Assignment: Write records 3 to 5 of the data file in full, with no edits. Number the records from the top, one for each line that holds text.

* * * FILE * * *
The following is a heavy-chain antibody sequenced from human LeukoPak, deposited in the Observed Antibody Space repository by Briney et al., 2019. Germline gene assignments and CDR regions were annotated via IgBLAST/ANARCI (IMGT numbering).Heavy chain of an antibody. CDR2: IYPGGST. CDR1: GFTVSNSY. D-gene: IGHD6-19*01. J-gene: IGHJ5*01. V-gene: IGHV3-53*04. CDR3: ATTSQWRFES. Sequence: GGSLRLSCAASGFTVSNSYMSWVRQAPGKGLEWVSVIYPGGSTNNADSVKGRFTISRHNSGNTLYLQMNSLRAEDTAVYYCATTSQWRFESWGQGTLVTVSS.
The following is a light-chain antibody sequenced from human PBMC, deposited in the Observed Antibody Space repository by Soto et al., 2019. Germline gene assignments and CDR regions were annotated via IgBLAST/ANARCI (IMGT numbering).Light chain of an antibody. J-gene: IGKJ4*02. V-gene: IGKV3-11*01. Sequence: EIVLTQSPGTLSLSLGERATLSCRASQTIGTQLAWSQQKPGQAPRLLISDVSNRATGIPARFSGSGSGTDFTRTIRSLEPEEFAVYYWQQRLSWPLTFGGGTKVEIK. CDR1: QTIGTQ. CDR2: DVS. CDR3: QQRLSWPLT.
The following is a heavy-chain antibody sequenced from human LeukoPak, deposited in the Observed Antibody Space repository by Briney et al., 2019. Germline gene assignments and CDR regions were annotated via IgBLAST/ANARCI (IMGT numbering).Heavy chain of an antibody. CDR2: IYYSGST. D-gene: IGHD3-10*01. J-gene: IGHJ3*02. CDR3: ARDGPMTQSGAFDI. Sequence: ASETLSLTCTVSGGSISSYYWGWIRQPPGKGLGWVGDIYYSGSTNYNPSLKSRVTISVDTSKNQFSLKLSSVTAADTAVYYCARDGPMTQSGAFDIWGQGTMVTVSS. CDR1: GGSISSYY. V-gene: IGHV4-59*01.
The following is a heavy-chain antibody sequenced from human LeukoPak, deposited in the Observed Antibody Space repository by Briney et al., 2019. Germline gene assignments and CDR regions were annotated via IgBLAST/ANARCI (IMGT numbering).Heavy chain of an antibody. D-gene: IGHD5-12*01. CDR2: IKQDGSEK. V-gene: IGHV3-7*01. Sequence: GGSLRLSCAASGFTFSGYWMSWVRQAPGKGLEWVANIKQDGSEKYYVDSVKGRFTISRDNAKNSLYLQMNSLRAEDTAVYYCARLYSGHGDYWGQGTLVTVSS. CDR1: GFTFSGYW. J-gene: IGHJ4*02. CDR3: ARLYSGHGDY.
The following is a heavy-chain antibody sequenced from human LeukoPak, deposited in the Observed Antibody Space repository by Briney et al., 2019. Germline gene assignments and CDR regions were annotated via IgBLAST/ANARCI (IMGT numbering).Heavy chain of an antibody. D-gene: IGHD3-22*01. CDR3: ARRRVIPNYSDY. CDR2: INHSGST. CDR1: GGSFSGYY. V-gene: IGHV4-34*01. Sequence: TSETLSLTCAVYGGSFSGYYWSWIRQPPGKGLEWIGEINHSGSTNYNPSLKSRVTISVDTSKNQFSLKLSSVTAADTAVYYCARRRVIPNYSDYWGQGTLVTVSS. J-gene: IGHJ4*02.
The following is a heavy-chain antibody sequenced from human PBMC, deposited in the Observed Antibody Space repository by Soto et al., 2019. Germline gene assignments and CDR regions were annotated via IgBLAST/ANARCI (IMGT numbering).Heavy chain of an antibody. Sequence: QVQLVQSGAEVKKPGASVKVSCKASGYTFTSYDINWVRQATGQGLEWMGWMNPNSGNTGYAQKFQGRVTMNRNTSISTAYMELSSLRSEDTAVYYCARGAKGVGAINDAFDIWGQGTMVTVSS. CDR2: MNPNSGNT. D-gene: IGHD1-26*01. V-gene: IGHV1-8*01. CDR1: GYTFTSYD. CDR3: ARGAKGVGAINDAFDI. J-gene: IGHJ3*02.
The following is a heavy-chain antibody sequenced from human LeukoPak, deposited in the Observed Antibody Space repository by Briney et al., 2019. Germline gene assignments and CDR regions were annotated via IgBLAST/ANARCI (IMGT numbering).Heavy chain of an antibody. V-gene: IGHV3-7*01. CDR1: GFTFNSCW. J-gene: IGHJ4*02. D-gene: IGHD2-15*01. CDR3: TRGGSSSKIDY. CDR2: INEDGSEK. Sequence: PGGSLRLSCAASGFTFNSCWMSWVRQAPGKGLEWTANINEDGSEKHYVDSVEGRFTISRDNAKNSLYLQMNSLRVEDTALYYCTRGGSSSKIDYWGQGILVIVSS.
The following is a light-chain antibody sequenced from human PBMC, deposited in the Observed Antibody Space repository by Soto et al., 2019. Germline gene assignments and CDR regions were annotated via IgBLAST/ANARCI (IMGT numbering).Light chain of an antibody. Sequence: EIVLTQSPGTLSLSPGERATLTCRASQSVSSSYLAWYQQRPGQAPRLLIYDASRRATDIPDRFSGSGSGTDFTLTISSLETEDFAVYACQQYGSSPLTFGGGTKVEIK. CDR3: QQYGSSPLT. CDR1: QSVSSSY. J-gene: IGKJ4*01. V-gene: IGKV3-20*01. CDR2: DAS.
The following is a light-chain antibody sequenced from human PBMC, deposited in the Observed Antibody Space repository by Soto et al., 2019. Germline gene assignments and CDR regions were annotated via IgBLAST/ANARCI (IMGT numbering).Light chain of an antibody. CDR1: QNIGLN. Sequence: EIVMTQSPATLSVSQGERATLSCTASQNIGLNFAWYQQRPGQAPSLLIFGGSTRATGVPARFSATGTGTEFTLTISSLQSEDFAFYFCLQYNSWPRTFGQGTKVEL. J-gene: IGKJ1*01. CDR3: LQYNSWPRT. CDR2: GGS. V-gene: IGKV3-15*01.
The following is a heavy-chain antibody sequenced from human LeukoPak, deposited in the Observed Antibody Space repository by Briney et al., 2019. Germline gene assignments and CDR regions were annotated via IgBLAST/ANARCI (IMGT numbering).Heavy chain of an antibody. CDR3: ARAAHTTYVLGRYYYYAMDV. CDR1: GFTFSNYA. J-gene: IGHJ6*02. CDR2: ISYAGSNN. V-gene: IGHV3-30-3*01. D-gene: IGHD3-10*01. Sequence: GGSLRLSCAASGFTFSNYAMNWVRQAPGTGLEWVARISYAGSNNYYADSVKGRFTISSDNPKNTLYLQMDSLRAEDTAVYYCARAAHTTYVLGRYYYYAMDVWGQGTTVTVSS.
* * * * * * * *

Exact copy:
The following is a heavy-chain antibody sequenced from human LeukoPak, deposited in the Observed Antibody Space repository by Briney et al., 2019. Germline gene assignments and CDR regions were annotated via IgBLAST/ANARCI (IMGT numbering).Heavy chain of an antibody. CDR2: IYYSGST. D-gene: IGHD3-10*01. J-gene: IGHJ3*02. CDR3: ARDGPMTQSGAFDI. Sequence: ASETLSLTCTVSGGSISSYYWGWIRQPPGKGLGWVGDIYYSGSTNYNPSLKSRVTISVDTSKNQFSLKLSSVTAADTAVYYCARDGPMTQSGAFDIWGQGTMVTVSS. CDR1: GGSISSYY. V-gene: IGHV4-59*01.
The following is a heavy-chain antibody sequenced from human LeukoPak, deposited in the Observed Antibody Space repository by Briney et al., 2019. Germline gene assignments and CDR regions were annotated via IgBLAST/ANARCI (IMGT numbering).Heavy chain of an antibody. D-gene: IGHD5-12*01. CDR2: IKQDGSEK. V-gene: IGHV3-7*01. Sequence: GGSLRLSCAASGFTFSGYWMSWVRQAPGKGLEWVANIKQDGSEKYYVDSVKGRFTISRDNAKNSLYLQMNSLRAEDTAVYYCARLYSGHGDYWGQGTLVTVSS. CDR1: GFTFSGYW. J-gene: IGHJ4*02. CDR3: ARLYSGHGDY.
The following is a heavy-chain antibody sequenced from human LeukoPak, deposited in the Observed Antibody Space repository by Briney et al., 2019. Germline gene assignments and CDR regions were annotated via IgBLAST/ANARCI (IMGT numbering).Heavy chain of an antibody. D-gene: IGHD3-22*01. CDR3: ARRRVIPNYSDY. CDR2: INHSGST. CDR1: GGSFSGYY. V-gene: IGHV4-34*01. Sequence: TSETLSLTCAVYGGSFSGYYWSWIRQPPGKGLEWIGEINHSGSTNYNPSLKSRVTISVDTSKNQFSLKLSSVTAADTAVYYCARRRVIPNYSDYWGQGTLVTVSS. J-gene: IGHJ4*02.